PXL2000 Pixel Movies on Audio Cassette + New Upgrades & Mods

Background: PXL-2000 (PixelVision) was released in 1987 and used normal audio cassettes to record video and audio.  It was the only video system to be developed by a toy company.

The Pixelvision camera records in low-resolution, black and white. The cassette audio tape holds 11 minutes of footage by moving the tape at a high speed. Despite its lack of commercial success, the camera became popular with avant-garde artists and world famous Sonic Youth.

Initially sold for $179 ($372 in 2015 dollars) and was later reduced to $100 ($208 in 2015 dollars) 

Upgrades & Upcoming Services:  

Much like the early gaming consoles the PXL2000 only offered RF video output.  RF video signals are on a losing battle with Modern HDTVs.  Most modern TVs will not accept or recognize the RF signal. This can now be repaired with composite outputs. 

  1. Composite output upgrade. I can install RCA jacks or a 3.5mm port with RCA cable adapter.
  2. New Belts have been sourced for the Cassette drive. Most cassette units can be restored to original operating condition.
  3. Add-On Toggle switches knobs: Adds effects while filming.
  4. Recording directly to cassettes is not necessary.  The composite video can be sent directly to a PC with video capture card, Media Centers, VCRs, Tivos, etc.

PXL2000 Tape to Digital Backup Service:
  • Can backup any PXL2000 tape to a digital file on CD or DVD.
  • We can follow any order you specify and can combine multiple tapes together.
  • Can be converted to multiple video formats.

Stay Tuned the PXL2000 Restorations and Upgrade services will hit the store later this summer.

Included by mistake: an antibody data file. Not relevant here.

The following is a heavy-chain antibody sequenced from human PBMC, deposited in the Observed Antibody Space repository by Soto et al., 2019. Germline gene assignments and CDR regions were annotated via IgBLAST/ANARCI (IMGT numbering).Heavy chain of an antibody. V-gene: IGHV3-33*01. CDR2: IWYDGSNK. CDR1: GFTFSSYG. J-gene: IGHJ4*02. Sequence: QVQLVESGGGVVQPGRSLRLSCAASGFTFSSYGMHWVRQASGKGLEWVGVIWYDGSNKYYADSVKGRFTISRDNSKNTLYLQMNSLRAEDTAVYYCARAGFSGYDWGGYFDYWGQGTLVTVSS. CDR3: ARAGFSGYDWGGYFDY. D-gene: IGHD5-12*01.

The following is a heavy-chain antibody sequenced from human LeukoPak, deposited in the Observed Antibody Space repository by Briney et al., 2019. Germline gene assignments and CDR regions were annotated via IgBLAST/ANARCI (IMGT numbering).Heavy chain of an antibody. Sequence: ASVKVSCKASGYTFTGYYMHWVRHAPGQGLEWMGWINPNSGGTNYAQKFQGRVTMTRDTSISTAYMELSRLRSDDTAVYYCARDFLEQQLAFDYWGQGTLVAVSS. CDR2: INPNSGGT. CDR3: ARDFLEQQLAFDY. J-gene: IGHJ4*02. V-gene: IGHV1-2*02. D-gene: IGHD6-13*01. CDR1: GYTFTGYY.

Notable uses of the PXL2000
The PXL-2000 was used by Richard Linklater in his 1991 debut film Slacker. The roughly two-minute performance art scene is shot entirely in PixelVision.

Peggy Ahwesh's Strange Weather (1993) was shot entirely on a PXL-2000. This video, which follows several crack heads in Florida, relies heavily on the camera's portability to maintain an intimate presence. The black-and-white blurred footage paints a hauntingly spectral portrait of life in poverty and addiction.

Video artist Sadie Benning is among the most critically acclaimed pioneers of the PXL-2000, one of which was given to her by her father James Benning around the age of 15. Benning's early video diary works gained popularity in art circles, earning her a lasting reputation as an innovator, with an important presence in video art.

Michael Almereyda used the camera for several of his films: Another Girl Another Planet (1992) and his short Aliens (1993) were shot with it entirely, and it was used for point of view shots of the title character in Nadja (1994), and by the title character to make video diaries in Hamlet (2000).

The camera has also been used for several music videos, most notably, Mote by Sonic Youth and Black Grease by the Black Angels.

Artist John Humphrey's notorious 2003 video Pee Wee Goes to Prison is shot on a PXL-2000, employing a cast of dolls and other toys to stage the imaginary trial, incarceration, and eventual pardoning (by newly elected president Jesse Ventura) of Pee Wee Herman for the sale of Yohimbe.

The PXL-2000 was used by the characters Maggie and Jamie in the 2010 film Love and Other Drugs, although the black and white "footage" from the camera is shown at full film resolution.


  1. Hey, just discovered some PXL2000s along with some tapes - was wondering how you converted to digital or (as in the video) modified so that it would record directly to PC (or Mac if possible)? I would really like to know how to convert these magnetic tapes to digital as painlessly as possible. Please reach out to me at arya@nuclearcreative.com

    Thanks in advance.

  2. This page is from 2015 - are you still working with PXL 2000 tapes? I would like to find someone who can pull my videos onto DVD. Please email me / reply to stephenfwhite@hotmail.com

  3. August 2020..... same questions as above. I would like to convert my PXL-2000 tapes to digital. Thank you in advance!


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